The Catholic University of America

Nov. 18, 2013 

Harvesting the Potential of Trash

  9/11 service day

Students install the reclaimed wood floor.

The entire wood floor within HARVEST HOME and 80 percent of the rest of the wood used to build it were given new life through a harvesting effort led by Bradley Guy, assistant professor of architecture. Guy teaches courses on sustainable materials and deconstruction.

In the summer of 2012, Guy and one of his deconstruction classes began harvesting materials for the HARVEST HOME project — beginning with the flooring that came out of a 140-year-old church in Ohio. The class deconstructed the church and rebuilt a chapel on site. Guy retained some of the materials not reused at that location, including the flooring that was installed in the house and professionally refinished.

A handful of students volunteered at various times over the next year — some of them working through their spring break — to harvest wood from other locations, including a recycling plant undergoing demolition in Baltimore, the wood plank roof of a building in Washington, D.C., and an old barn in Maryland.

“In the spirit of ‘Harvest,’ harnessing solar energy and conserving or reusing water are a given,” Guy said. “I hoped our project and the harvesting of materials could set our team apart from others.”

A lot of the wood was taken to a mill in Maryland where the owner focuses on “urban forestry” — finding ways to use trees that are cut down in cities instead of having them turned into mulch. Guy and the students processed some of the wood on campus. Processing the wood salvaged from the roof in D.C. included removing nails and stripping off layers of tar. “The true spirit of reclamation is to work with what you get — including a variation of colors and species — to work around nail holes and with short and long pieces.”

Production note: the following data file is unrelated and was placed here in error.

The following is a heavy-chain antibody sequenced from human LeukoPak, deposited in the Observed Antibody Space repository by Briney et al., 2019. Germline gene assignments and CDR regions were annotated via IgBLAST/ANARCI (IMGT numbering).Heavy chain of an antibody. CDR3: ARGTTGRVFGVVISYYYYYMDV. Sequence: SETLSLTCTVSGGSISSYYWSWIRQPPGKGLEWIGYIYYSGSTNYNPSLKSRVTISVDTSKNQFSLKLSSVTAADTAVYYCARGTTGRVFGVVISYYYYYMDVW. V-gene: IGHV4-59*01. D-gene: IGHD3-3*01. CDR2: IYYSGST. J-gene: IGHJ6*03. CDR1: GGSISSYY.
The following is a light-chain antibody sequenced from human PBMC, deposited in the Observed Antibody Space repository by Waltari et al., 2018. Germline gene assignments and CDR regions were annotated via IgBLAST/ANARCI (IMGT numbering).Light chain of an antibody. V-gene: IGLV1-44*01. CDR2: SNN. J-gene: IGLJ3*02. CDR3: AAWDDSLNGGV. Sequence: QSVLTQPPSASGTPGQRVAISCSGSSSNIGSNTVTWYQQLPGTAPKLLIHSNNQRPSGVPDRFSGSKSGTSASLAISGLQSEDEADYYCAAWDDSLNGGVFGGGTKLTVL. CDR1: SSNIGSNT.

Altogether, Guy estimates that there are more than half a dozen species of wood incorporated throughout the house.

Aside from the sustainable aspects of harvesting materials, “there’s an added value when we talk about the environment and people’s feelings,” Guy said. “The veterans who will live here — they may also feel like they are discarded, or ‘out of sight, out of mind.’ But if a person knows that the house they are living in was made out of something reclaimed and given a second life through hard work and care, maybe he or she can feel some inspiration for renewal as well.”



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